This morning, I wake to rain, and war. I stand under cover in the garage to have my first cigarette of the day. The rain is too heavy to stand outside. I feel the beginning of a possible panic attack when I think about Ukraine, when I think about the evil of men, when I realise I am too powerless and helpless to have an effect on anything that’s happening, that’s going to happen. All I can do is talk about it, and think about it. The panic subsides when the rain lifts a little. It’s 6:30 a.m. and I have to prioritise my day job right now. When 7:30 comes around, I’ve done the most urgent stuff.
Piece-meal thoughts and notes and movements. Jagged, this morning. More urgent tasks ticked off the list that’s a day long. There have been other mornings like this – a shattering morning in June 2016, a similarly juddering morning in February 2020; and many others where my eyes have been weary from the moment I woke up and my brain remembers what’s happening on the world stage and I have to ride the huge troughs and minor ups. It’s part of the territory, all the territories my life inhabits. That doesn’t make it simpler for this pacifist, this man who’s more articulate writing than speaking, but who would sometimes be more comfortable roaming the streets than sitting in his study watching screens and doing calculations while waiting for emails, phone calls, and WhatsApp messages.
I finally got round to sending a lengthy email to my MP yesterday complaining about her lack of response to most of the emails I have sent her since September last year, which I copied to the Parliamentary Commissioner For Standards. Surprisingly, I got a fairly rapid response from the Commissioner’s Office which, unsurprisingly, let me (very kindly) know that there is not actually an authority or individual which monitors MPs’ behaviour towards their constituents, and that it’s actually up to MPs’ discretion as to how they treat their constituents. So much for holding elected representatives to The Nolan Principles. And this is what makes politics in the UK (and elsewhere, really) rotten to the core, a rottenness that spreads from the very top of government down to parish councils (read lots of my older blog posts about this canker at that level).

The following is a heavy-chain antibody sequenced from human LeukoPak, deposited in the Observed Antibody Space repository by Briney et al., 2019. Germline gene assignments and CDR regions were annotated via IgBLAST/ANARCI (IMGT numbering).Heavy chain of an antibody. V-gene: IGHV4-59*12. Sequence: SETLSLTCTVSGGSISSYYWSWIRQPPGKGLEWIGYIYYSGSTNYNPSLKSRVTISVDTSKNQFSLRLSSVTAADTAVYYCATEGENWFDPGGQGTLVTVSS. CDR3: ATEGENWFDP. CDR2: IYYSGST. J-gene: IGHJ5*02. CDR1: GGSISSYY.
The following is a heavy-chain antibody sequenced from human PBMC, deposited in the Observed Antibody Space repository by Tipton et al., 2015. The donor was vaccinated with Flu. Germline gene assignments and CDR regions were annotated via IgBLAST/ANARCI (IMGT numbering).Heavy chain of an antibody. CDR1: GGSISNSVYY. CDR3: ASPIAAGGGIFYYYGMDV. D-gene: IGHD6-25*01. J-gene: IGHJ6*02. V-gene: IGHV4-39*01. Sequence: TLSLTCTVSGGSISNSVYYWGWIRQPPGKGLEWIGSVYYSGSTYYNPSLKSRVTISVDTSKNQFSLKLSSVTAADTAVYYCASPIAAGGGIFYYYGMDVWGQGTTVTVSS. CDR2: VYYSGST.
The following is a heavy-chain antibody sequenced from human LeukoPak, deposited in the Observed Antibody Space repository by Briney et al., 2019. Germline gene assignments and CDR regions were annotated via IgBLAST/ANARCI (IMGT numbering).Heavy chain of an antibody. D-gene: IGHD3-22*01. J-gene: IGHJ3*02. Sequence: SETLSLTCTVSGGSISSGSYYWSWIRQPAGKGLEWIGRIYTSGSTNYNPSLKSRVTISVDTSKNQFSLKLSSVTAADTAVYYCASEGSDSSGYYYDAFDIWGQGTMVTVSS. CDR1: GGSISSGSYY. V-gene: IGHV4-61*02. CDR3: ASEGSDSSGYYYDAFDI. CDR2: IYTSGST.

Shrapnel. In all senses of the word.
The rain still hammers down on the roof of the study. This morning, the rhythm is particularly unsettling. The seasons are confused. The shrikes of war and death skim low across the rooftops, and swoop into all our lives. There is no hiding place.
AGGIE’S ART OF HAPPINESS – CHAPTER 12